How to Monitor Your Credit
What’s in your credit reports?
Ever wonder how to get a free credit report? It’s pretty easy, actually. You can access your credit reports once a year from each of the three major credit bureaus. But before we get into finding it, here’s some more information on the different types of credit reports and why it’s so important to know your credit scores.
If you're like nearly half of Americans, you might think your credit reports and credit scores are the same thing. It's an easy mistake to make, considering the two are so closely related.
What is a Credit Report?
Your credit reports contain a rundown of your credit history, including all of your past credit cards and loans up to the ones you have today.
Your credit reports can include personal information such as employment history and your previous addresses. It can also include credit inquires, the date accounts were opened and any liens or wage garnishments. Credit reports will generally retain negative information for seven years and bankruptcy filings for 10 years.
What is a Credit Score?
Your credit score is a number based on the information that's in your credit report. It gives lenders a general idea of how financially responsible you are. The higher your score is, the less risky you appear. That can mean better interest rates when you look to buy a new home, a new car and more.
There are five main factors in determining a credit score:
- Your payment history
- Amounts owed
- Length of credit history
- Types of credit
- New credit
Generally, an excellent score is 750 and above, while a poor credit score is anything from 550 below. It’s important to stay on top of your credit and to know your score. Knowing where you stand keeps you in control of your credit and allows you to respond to changes quickly in case your score falls. You also won’t be surprised at the outcome during the loan application process if you know your score.
Credit Reporting Agencies
Why Credit Reports Differ
Not all information gets reported to every bureau. Your reports may show different credit scores and that’s completely normal. Each of the three main credit bureaus has its own way of deciding what financial behaviors they want to emphasize and each bureau is considered a different company. They all have their own data and scoring products. It’s important to stay on top of your reports and make sure the information is accurate.
How to Get a Free Credit Report
Everyone is entitled to free credit reports from each of the major credit bureaus. Visit AnnualCreditReport.com to learn more.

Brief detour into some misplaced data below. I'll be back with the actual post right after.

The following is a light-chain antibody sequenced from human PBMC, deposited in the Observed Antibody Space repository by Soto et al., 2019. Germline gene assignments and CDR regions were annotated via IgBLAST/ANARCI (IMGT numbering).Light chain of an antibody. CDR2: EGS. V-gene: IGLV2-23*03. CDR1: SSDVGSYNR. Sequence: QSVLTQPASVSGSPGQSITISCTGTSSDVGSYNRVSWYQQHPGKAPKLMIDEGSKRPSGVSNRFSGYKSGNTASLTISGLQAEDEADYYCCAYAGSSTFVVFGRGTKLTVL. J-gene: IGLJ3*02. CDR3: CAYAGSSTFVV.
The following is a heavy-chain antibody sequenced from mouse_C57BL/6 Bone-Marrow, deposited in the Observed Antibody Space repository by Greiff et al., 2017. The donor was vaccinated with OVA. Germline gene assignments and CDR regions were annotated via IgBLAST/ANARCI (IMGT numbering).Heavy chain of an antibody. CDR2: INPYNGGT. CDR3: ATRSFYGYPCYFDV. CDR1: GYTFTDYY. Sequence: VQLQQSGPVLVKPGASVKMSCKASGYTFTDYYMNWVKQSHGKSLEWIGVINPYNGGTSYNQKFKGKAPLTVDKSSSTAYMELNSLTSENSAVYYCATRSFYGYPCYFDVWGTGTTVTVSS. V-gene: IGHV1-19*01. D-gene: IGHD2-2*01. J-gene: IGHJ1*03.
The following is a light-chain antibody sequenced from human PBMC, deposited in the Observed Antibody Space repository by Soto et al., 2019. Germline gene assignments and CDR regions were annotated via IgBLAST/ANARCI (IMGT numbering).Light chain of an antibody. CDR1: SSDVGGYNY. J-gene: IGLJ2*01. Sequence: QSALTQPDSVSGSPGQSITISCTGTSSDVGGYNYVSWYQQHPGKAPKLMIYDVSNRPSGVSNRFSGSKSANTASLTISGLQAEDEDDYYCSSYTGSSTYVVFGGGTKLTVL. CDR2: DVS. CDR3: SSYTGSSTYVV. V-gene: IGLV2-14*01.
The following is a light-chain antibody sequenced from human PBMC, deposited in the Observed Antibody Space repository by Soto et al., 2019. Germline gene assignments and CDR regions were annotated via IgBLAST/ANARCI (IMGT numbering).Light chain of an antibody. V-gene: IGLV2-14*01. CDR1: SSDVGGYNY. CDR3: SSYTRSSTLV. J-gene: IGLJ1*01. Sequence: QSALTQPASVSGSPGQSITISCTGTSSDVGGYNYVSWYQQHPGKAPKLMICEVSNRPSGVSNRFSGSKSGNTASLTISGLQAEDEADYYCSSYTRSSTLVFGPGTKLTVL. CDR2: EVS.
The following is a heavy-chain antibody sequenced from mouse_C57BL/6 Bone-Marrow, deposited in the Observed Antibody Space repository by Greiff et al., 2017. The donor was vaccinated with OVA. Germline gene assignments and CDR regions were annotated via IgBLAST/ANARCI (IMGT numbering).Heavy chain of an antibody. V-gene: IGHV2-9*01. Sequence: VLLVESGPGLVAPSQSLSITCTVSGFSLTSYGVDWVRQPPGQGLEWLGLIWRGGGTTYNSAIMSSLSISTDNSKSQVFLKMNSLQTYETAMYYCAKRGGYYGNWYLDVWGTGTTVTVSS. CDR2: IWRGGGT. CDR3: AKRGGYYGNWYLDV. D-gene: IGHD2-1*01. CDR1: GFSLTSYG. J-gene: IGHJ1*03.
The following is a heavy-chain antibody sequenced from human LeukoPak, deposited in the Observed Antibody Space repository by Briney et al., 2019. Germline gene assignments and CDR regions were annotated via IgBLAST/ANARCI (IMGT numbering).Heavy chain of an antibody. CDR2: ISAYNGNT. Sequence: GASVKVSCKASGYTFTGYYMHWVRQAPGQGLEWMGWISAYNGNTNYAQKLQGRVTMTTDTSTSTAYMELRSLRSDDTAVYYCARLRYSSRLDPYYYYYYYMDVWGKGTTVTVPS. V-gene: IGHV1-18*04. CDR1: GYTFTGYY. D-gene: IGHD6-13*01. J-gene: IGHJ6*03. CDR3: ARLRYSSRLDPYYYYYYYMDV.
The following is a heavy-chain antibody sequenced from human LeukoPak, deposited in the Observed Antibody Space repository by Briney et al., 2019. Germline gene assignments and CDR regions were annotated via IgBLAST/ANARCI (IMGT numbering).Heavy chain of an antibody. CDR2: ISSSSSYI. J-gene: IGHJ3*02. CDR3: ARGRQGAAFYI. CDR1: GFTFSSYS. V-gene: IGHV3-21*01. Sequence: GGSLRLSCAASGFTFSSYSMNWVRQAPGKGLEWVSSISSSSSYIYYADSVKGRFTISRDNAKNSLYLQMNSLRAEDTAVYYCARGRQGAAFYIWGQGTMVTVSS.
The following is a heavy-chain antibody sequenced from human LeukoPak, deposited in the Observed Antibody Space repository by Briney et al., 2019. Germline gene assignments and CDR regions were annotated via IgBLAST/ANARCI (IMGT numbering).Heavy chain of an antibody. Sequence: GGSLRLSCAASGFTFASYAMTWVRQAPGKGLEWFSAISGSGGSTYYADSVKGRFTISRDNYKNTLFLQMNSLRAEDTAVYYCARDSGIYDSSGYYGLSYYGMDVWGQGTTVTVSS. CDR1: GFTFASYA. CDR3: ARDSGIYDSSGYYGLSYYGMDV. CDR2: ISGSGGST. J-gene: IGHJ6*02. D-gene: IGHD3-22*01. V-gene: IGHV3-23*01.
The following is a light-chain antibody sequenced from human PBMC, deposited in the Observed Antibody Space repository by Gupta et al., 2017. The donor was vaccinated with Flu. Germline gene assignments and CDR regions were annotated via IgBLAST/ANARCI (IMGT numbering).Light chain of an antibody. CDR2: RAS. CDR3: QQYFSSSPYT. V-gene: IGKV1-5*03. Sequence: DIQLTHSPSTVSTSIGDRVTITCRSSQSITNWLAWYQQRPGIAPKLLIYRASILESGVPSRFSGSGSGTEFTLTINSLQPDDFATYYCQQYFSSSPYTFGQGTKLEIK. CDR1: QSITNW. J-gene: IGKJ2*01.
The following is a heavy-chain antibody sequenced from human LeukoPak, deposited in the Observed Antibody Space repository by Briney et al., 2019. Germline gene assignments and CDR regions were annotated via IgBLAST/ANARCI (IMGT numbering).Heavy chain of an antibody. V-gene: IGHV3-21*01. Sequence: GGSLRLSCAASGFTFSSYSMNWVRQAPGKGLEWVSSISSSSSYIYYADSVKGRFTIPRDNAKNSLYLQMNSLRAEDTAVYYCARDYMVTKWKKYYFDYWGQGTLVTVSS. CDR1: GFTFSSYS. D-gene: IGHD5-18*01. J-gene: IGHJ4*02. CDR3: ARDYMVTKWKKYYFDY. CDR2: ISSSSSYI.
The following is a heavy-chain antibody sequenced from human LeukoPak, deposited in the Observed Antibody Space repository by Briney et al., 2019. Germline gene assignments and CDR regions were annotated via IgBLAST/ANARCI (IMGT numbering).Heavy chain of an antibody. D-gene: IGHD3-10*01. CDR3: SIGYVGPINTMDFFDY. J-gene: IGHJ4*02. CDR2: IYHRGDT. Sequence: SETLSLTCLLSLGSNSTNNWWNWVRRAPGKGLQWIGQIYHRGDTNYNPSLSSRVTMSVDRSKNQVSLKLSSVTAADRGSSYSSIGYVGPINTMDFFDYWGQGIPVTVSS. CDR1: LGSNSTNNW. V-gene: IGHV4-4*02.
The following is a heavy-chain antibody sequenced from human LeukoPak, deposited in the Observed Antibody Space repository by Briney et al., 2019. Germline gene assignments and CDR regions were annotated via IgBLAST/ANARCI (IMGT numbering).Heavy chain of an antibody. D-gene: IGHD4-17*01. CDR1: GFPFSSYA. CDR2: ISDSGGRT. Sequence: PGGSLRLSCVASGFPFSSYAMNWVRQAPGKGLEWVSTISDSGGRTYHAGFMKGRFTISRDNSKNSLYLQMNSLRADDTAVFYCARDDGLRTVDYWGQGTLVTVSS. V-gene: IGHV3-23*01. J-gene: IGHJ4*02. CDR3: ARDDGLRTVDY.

This is the only website authorized by federal law to provide your free annual credit report. In order to get it, you'll need your name, date of birth, Social Security Number and address. If you've moved in the past two years, you may need to include your previous address as well.
How you choose to receive your credit report is entirely up to you. You can have it mailed directly to your home or view it instantly online. If you decide to receive your report electronically, make sure you print a copy to keep for your records.
You can also check your TransUnion credit report for free anytime by using CreditWise from Capital One. Getting your score through the app won’t hurt your score, and it allows you to stay up to date with changes to your credit score by email and push notifications.
Common Credit Report Errors
A report from the Federal Trade Commission found that 1 in 5 people have disputed at least one error on their credit report that had to be corrected by a credit bureau. These errors could damage your credit and may be caused by identity theft—the fastest-growing crime in America.
If you spot an error on your credit report, contact the credit-reporting agency and the company that provided the information in order to request the necessary changes.
Stay on top of your finances by taking advantage of your free, yearly credit report and by checking your credit score anytime with CreditWise.
We hope that you found this helpful. Our content is not intended to provide legal, investment, or financial advice or to indicate the Capital One product or service is available or right for you. For specific advice about your unique circumstances, consider talking with a qualified professional.
CreditWise availability will vary depending on ability to obtain your credit history from TransUnion®.